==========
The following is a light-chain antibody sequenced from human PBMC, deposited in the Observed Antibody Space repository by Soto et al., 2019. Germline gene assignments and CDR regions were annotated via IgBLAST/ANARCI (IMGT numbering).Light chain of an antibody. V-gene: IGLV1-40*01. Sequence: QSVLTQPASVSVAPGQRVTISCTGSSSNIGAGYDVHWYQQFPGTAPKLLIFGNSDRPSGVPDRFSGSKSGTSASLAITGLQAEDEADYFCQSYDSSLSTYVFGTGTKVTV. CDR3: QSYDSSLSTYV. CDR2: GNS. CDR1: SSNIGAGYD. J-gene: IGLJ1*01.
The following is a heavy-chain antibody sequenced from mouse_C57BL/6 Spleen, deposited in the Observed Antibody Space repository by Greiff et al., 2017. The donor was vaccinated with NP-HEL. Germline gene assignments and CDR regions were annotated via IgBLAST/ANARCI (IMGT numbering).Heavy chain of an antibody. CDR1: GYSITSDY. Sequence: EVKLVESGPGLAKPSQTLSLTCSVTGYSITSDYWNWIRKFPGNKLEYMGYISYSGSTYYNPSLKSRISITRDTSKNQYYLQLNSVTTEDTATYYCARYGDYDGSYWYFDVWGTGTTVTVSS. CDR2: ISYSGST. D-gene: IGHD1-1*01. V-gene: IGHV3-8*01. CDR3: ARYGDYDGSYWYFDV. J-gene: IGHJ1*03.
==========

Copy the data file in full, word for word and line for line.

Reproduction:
The following is a light-chain antibody sequenced from human PBMC, deposited in the Observed Antibody Space repository by Soto et al., 2019. Germline gene assignments and CDR regions were annotated via IgBLAST/ANARCI (IMGT numbering).Light chain of an antibody. V-gene: IGLV1-40*01. Sequence: QSVLTQPASVSVAPGQRVTISCTGSSSNIGAGYDVHWYQQFPGTAPKLLIFGNSDRPSGVPDRFSGSKSGTSASLAITGLQAEDEADYFCQSYDSSLSTYVFGTGTKVTV. CDR3: QSYDSSLSTYV. CDR2: GNS. CDR1: SSNIGAGYD. J-gene: IGLJ1*01.
The following is a heavy-chain antibody sequenced from mouse_C57BL/6 Spleen, deposited in the Observed Antibody Space repository by Greiff et al., 2017. The donor was vaccinated with NP-HEL. Germline gene assignments and CDR regions were annotated via IgBLAST/ANARCI (IMGT numbering).Heavy chain of an antibody. CDR1: GYSITSDY. Sequence: EVKLVESGPGLAKPSQTLSLTCSVTGYSITSDYWNWIRKFPGNKLEYMGYISYSGSTYYNPSLKSRISITRDTSKNQYYLQLNSVTTEDTATYYCARYGDYDGSYWYFDVWGTGTTVTVSS. CDR2: ISYSGST. D-gene: IGHD1-1*01. V-gene: IGHV3-8*01. CDR3: ARYGDYDGSYWYFDV. J-gene: IGHJ1*03.